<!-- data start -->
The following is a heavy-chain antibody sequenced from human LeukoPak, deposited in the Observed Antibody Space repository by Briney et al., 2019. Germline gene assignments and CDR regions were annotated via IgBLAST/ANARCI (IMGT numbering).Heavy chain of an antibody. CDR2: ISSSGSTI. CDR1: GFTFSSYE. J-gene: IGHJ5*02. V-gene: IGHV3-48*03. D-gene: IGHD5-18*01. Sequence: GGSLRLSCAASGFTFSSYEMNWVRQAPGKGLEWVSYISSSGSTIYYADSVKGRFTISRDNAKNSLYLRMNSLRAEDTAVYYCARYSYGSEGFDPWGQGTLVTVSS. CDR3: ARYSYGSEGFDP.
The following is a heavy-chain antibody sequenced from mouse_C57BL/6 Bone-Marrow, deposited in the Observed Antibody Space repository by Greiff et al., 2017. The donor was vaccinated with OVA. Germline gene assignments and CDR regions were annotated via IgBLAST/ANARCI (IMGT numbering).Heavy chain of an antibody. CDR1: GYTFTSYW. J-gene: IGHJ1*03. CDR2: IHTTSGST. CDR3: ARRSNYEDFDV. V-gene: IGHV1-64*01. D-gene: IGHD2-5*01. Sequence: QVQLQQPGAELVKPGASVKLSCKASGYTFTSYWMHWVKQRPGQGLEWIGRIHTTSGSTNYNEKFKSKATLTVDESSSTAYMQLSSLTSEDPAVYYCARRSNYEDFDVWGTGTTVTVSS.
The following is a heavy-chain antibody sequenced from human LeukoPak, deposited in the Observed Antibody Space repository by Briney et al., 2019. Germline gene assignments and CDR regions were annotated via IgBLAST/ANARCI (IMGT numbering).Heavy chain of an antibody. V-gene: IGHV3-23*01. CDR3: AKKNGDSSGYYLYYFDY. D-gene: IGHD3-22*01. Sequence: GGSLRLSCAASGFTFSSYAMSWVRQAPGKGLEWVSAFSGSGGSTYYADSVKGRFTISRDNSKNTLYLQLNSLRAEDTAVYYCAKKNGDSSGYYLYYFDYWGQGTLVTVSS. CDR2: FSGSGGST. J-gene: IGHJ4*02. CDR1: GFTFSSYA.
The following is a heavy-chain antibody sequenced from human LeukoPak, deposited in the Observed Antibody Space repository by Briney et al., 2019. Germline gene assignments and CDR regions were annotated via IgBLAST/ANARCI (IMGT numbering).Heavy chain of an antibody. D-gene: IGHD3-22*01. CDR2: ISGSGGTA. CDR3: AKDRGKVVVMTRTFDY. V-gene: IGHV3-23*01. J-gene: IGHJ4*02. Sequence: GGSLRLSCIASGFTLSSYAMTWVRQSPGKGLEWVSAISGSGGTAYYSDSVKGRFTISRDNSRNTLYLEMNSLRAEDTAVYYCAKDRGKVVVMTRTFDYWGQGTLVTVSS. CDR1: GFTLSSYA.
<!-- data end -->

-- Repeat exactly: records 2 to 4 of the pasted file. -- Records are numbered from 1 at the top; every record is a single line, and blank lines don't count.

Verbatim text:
The following is a heavy-chain antibody sequenced from mouse_C57BL/6 Bone-Marrow, deposited in the Observed Antibody Space repository by Greiff et al., 2017. The donor was vaccinated with OVA. Germline gene assignments and CDR regions were annotated via IgBLAST/ANARCI (IMGT numbering).Heavy chain of an antibody. CDR1: GYTFTSYW. J-gene: IGHJ1*03. CDR2: IHTTSGST. CDR3: ARRSNYEDFDV. V-gene: IGHV1-64*01. D-gene: IGHD2-5*01. Sequence: QVQLQQPGAELVKPGASVKLSCKASGYTFTSYWMHWVKQRPGQGLEWIGRIHTTSGSTNYNEKFKSKATLTVDESSSTAYMQLSSLTSEDPAVYYCARRSNYEDFDVWGTGTTVTVSS.
The following is a heavy-chain antibody sequenced from human LeukoPak, deposited in the Observed Antibody Space repository by Briney et al., 2019. Germline gene assignments and CDR regions were annotated via IgBLAST/ANARCI (IMGT numbering).Heavy chain of an antibody. V-gene: IGHV3-23*01. CDR3: AKKNGDSSGYYLYYFDY. D-gene: IGHD3-22*01. Sequence: GGSLRLSCAASGFTFSSYAMSWVRQAPGKGLEWVSAFSGSGGSTYYADSVKGRFTISRDNSKNTLYLQLNSLRAEDTAVYYCAKKNGDSSGYYLYYFDYWGQGTLVTVSS. CDR2: FSGSGGST. J-gene: IGHJ4*02. CDR1: GFTFSSYA.
The following is a heavy-chain antibody sequenced from human LeukoPak, deposited in the Observed Antibody Space repository by Briney et al., 2019. Germline gene assignments and CDR regions were annotated via IgBLAST/ANARCI (IMGT numbering).Heavy chain of an antibody. D-gene: IGHD3-22*01. CDR2: ISGSGGTA. CDR3: AKDRGKVVVMTRTFDY. V-gene: IGHV3-23*01. J-gene: IGHJ4*02. Sequence: GGSLRLSCIASGFTLSSYAMTWVRQSPGKGLEWVSAISGSGGTAYYSDSVKGRFTISRDNSRNTLYLEMNSLRAEDTAVYYCAKDRGKVVVMTRTFDYWGQGTLVTVSS. CDR1: GFTLSSYA.